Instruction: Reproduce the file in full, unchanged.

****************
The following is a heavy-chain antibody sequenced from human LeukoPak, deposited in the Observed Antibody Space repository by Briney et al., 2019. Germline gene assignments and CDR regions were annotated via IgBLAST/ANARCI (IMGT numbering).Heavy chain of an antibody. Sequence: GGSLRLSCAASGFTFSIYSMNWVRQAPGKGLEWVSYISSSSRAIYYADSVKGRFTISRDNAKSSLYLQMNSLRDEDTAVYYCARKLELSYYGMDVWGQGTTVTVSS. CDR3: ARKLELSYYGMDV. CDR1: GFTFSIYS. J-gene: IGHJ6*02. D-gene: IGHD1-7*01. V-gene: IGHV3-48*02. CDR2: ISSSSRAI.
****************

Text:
The following is a heavy-chain antibody sequenced from human LeukoPak, deposited in the Observed Antibody Space repository by Briney et al., 2019. Germline gene assignments and CDR regions were annotated via IgBLAST/ANARCI (IMGT numbering).Heavy chain of an antibody. Sequence: GGSLRLSCAASGFTFSIYSMNWVRQAPGKGLEWVSYISSSSRAIYYADSVKGRFTISRDNAKSSLYLQMNSLRDEDTAVYYCARKLELSYYGMDVWGQGTTVTVSS. CDR3: ARKLELSYYGMDV. CDR1: GFTFSIYS. J-gene: IGHJ6*02. D-gene: IGHD1-7*01. V-gene: IGHV3-48*02. CDR2: ISSSSRAI.